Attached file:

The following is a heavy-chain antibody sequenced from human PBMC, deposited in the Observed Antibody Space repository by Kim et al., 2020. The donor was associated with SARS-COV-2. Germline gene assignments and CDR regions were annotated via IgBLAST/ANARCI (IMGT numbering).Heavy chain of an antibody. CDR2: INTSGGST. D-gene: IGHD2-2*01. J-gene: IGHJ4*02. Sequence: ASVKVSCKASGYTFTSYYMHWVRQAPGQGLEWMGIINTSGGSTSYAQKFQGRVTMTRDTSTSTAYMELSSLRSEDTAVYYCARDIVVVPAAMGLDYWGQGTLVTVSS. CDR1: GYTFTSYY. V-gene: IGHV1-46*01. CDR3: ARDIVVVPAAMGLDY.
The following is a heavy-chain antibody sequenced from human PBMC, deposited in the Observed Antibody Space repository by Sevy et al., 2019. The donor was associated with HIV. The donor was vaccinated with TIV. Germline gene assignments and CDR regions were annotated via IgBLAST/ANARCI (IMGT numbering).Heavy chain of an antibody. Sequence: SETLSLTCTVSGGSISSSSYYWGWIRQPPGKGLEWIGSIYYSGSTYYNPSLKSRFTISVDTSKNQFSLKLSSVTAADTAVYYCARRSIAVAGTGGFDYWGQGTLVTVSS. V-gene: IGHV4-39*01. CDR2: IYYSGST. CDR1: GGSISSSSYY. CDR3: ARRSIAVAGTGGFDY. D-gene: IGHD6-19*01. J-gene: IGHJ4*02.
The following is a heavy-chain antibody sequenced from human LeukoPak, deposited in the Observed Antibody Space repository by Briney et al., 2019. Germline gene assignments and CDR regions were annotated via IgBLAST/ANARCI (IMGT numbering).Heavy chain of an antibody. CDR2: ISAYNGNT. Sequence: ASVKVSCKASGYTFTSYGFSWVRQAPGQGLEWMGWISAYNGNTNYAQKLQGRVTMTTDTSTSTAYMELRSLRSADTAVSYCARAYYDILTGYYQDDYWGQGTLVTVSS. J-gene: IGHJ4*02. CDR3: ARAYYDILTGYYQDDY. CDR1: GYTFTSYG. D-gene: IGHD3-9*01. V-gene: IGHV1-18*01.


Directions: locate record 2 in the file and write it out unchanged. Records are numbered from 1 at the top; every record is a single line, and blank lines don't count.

The following is a heavy-chain antibody sequenced from human PBMC, deposited in the Observed Antibody Space repository by Sevy et al., 2019. The donor was associated with HIV. The donor was vaccinated with TIV. Germline gene assignments and CDR regions were annotated via IgBLAST/ANARCI (IMGT numbering).Heavy chain of an antibody. Sequence: SETLSLTCTVSGGSISSSSYYWGWIRQPPGKGLEWIGSIYYSGSTYYNPSLKSRFTISVDTSKNQFSLKLSSVTAADTAVYYCARRSIAVAGTGGFDYWGQGTLVTVSS. V-gene: IGHV4-39*01. CDR2: IYYSGST. CDR1: GGSISSSSYY. CDR3: ARRSIAVAGTGGFDY. D-gene: IGHD6-19*01. J-gene: IGHJ4*02.